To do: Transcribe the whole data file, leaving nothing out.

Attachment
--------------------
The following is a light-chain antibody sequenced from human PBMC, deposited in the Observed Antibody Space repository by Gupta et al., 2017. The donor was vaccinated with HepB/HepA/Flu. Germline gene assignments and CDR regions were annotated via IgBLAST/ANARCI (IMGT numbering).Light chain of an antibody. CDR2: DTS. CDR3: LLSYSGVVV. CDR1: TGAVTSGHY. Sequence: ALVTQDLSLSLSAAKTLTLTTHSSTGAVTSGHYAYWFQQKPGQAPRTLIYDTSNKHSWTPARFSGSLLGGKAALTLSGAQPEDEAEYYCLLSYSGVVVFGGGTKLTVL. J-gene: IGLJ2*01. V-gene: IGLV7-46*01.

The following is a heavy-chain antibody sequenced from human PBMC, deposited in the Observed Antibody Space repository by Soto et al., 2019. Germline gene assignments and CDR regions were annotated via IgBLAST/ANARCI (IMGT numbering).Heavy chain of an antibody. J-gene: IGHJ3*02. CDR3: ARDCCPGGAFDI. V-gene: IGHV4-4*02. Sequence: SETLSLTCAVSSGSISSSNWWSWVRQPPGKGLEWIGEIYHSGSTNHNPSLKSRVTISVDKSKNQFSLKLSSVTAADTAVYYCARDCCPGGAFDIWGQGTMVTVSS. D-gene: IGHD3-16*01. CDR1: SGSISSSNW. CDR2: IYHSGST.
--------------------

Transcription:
The following is a light-chain antibody sequenced from human PBMC, deposited in the Observed Antibody Space repository by Gupta et al., 2017. The donor was vaccinated with HepB/HepA/Flu. Germline gene assignments and CDR regions were annotated via IgBLAST/ANARCI (IMGT numbering).Light chain of an antibody. CDR2: DTS. CDR3: LLSYSGVVV. CDR1: TGAVTSGHY. Sequence: ALVTQDLSLSLSAAKTLTLTTHSSTGAVTSGHYAYWFQQKPGQAPRTLIYDTSNKHSWTPARFSGSLLGGKAALTLSGAQPEDEAEYYCLLSYSGVVVFGGGTKLTVL. J-gene: IGLJ2*01. V-gene: IGLV7-46*01.

The following is a heavy-chain antibody sequenced from human PBMC, deposited in the Observed Antibody Space repository by Soto et al., 2019. Germline gene assignments and CDR regions were annotated via IgBLAST/ANARCI (IMGT numbering).Heavy chain of an antibody. J-gene: IGHJ3*02. CDR3: ARDCCPGGAFDI. V-gene: IGHV4-4*02. Sequence: SETLSLTCAVSSGSISSSNWWSWVRQPPGKGLEWIGEIYHSGSTNHNPSLKSRVTISVDKSKNQFSLKLSSVTAADTAVYYCARDCCPGGAFDIWGQGTMVTVSS. D-gene: IGHD3-16*01. CDR1: SGSISSSNW. CDR2: IYHSGST.